Add files using drag and drop.

You can extract the clips using Handbrake and libdvdcss. And once you have them on your computer, you just upload them to VLC. The easiest way is to use the WiFi upload feature. You can drag-and-drop your video files or you can use the upload button to navigate via the file system.

There are two benefits of using VLC over the Videos app. First, compared to the built-in Videos app, you are spared the trouble of adding the files to iTunes and having to sync the files with your iOS device. Second, while you are using VLC and connected to an external display or projector, only you can see your VLC controls. The audience only sees the vidoes as you play them. It’s a great feature since I prefer not to show my students everything that I might have on my iPad. Although I have only used the MPEG–4 format, it supports MKV and other formats that Apple doesn’t readily support.

The above links to Amazon are affiliate links. If you buy something through those links, I will earn a commission fee.

The Tablet-TV Connection

Forrester Blogs:

As much as Samsung and others have promoted “Smart TVs,” the reality is that consumers with tablets think their tablets are even smarter, and at least some of the time prefer to watch the content from their small device on the big screen.

If I’m going to watch something alone, I’ve been choosing the iPad apps, especially Hulu Plus, over the TV. Call me a miser, but I’m trying to save electricity!

Teaching Class without a Notebook


I have been using Keynote since 2006 to present slides in the classes I am teaching, but starting this spring, when I bought an iPad 2, I began using the Keynote for iPad to present my slides in class. The tablet edition lacks a few of the desktop features I need when presenting. For example, I like having a clock, current and next slides, and presentation notes on my presenter’s screen. The desktop edition has it, but the tablet edition can only show the current slide with notes or the current and next slides. Oh well.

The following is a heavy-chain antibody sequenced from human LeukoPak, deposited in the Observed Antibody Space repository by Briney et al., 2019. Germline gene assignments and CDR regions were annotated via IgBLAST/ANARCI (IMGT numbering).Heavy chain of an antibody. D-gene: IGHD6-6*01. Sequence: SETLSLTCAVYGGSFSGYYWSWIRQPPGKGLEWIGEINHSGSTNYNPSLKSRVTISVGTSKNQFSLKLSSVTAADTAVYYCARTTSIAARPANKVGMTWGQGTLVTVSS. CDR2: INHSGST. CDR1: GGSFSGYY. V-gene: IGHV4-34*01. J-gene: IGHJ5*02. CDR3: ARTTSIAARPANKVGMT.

There are a few real advantages to using an iPad. The biggest one is that I don’t have to tote my notebook computer around in my bag. The other thing is that because Keynote for iPad is pretty basic, lacking support for certain transitions and embedded video, and that limitation keeps you from pimping your presentation, which is one of the reasons I used Keynote in favor of Powerpoint. Less is more.


Speaking of “less is more,” presenting from an iPhone is even better. One of the disadvantages of presenting with an iPad is that you can’t present, using the Apple VGA Adapter, and charge your iPad at the same time, unless you’re willing to do a little surgery. This was an issue a few weeks ago, when I realized I was running low on battery power and needed to finish a presentation. I ended up importing my presentation to my iPhone since that device had a lot more juice, and I had Keynote for iPhone installed.

How did it work? It didn’t miss a beat. In fact, it was even preferable because you won’t have your iPhone display mirrored in your presentation. Your audience only sees what you present. That’s important because I don’t want everyone to see me enter my passcode every time the device auto locks.

But as many have said, don’t throw away your desktop or notebook computer. It is very hard to make presentations from scratch on an iPad or an iPhone. I find it easier to create the presentation on an iMac (or a MacBook Pro) because I have to add a lot of images to my presentation, and it’s easier to place those images with a computer because you have that pesky file system. Also, you can’t create a presentation using your own theme, which is a bummer because I have bought and created quite a few over the years. (If you create your presentation on a computer, Keynote for iPad/iPhone will import it with a few warnings but few noticeable changes.)